Sunday, February 15, 2015
During five years of solar observation I've never seen a filament as long as the one recently spread across the Sun! This astounding cloud of hot plasma ran like a river: springing up near a sunspot and winding across almost an entire solar diameter on the bottom of the Sun! Here's a 32-image imperfect mosaic showing what it looked like on the afternoon of February 11th:
There were about ten filaments present including the enormous one. Only three modest sunspots added to the scene. The inverted version highlights the filaments.
The next two images are from NASA's orbiting Solar Dynamics Observatory. They were taken at about the same time as my images. My images show the solar chromosphere in the 6563-Angstrom visible red light of excited hydrogen atoms. The NASA images show the solar corona, above the chromosphere, in the 193-Angstrom extreme ultraviolet light of 11-times ionized iron atoms. The first image shows that the long giant filament also exists in the corona. The dark area in the center is a coronal hole where solar wind shoots out freely into space towards Earth.
The next NASA image shows magnetic field lines superimposed on the previous image. Whoa! You can see how the long filament runs underneath a tunnel of magnetic field loops. Amazing!
After my last observing session on February 4th I watched online daily as the huge filament gradually revealed itself. The full length eventually came into view as the Sun rotated for seven cloudy days. Finally, on February 11th, the afternoon sky cleared. The temperature was in the low 40's, normally a bit too uncomfortable for pleasant observing, but this unique feature lured me outside. The telescope mount functioned properly, and I captured images from 2:14pm EST to 3:25pm EST. Unfortunately, the seeing was not very good. Close examination of the first mosaic above shows slightly blurry sections. Details throughout are not as sharp as they normally are. That's why I reduced the mosaic from full size to one third size. It does no good to magnify imperfections.
This unusual filament is one of the most dramatic features I've ever seen on the Sun.
Saturday, February 7, 2015
The last time I used my solar telescope more than a month ago I encountered a communication problem between the telescope mount and the software controlling the mount. Up until that point the mount and software had performed flawlessly. I waited through cold cloudy January for an opportunity to investigate the problem. Finally, on February 4th, afternoon temperature reached the low 50's. Thin clouds were present, it was windy, and the seeing was not very good, but it was warm enough to work on the mount/software problem without numb fingers.
Upon startup the mount initially moves to a predetermined "home" position. If the mount is nearly aligned to the north celestial pole, the telescope will then point at the celestial equator about 30 degrees west of the meridian. If the software is properly synchronized with the mount, the software should show the telescope pointing at the celestial equator 30 degrees west of the meridian. When I began my problem solving session on February 4th the telescope itself seemed to be pointing at the correct position in the sky above. The software, however, showed the telescope pointing well below the celestial equator. In other words, the telescope mount and the software were "not on the same page". I hoped I could correct the problem by simply moving the telescope to the Sun and "synchronizing" on the Sun. After this synchronization I commanded the mount to move to the "home" position. This time both the mount and the software were, indeed, "on the same page". I hope this has solved the problem. I'll know the next time I set my equipment up.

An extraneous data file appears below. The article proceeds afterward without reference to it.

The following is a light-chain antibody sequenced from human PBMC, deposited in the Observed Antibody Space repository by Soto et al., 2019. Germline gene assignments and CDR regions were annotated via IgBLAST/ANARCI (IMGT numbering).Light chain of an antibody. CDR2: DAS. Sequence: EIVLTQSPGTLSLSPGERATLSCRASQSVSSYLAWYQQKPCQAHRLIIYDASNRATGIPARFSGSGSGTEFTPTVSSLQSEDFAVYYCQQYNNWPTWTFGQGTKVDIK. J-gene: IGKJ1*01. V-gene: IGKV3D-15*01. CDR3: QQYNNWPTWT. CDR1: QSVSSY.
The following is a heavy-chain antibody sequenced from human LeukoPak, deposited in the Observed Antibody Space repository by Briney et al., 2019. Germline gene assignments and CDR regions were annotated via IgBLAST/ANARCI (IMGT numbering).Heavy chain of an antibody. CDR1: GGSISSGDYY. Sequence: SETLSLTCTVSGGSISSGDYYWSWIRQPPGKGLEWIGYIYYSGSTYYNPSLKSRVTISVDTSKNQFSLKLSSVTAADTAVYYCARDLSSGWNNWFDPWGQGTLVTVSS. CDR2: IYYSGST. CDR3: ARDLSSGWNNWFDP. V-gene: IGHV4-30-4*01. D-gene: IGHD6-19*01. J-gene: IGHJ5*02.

After fixing the synchronization problem I captured a few videos through the thin, thickening clouds. A few modest sunspots were scattered about along with a nice collection of filaments on the Sun's eastern side. The following 13-image mosaic made with a 2X Barlow lens shows most of the interesting features. (Click on the images below for a larger view.)
Filaments show up nicely in the following inverted view.
Sunspot 2280 is just to the right of the largest long filament. This filament seems to have a drooping tail hanging from its left end.
Sunspot 2277 was located near center of the solar disc. It is spread out between a prominent dark umbra on the upper left and a group of smaller spots on the lower right.
Details are not bad considering the relatively poor seeing conditions and thin clouds. I've never before started observing as early as February 4th.
People say I'm crazy doing what I'm doing
Well they give me all kinds of warnings to save me from ruin
When I say that I'm o.k. well they look at me kind of strange
Surely you're not happy now you no longer play the game
People say I'm lazy dreaming my life away
Well they give me all kinds of advice designed to enlighten me
When I tell them that I'm doing fine watching shadows on the wall
Don't you miss the big time boy you're no longer on the ball
I'm just sitting here watching the wheels go round and round
I really love to watch them roll
No longer riding on the merry-go-round
I just had to let it go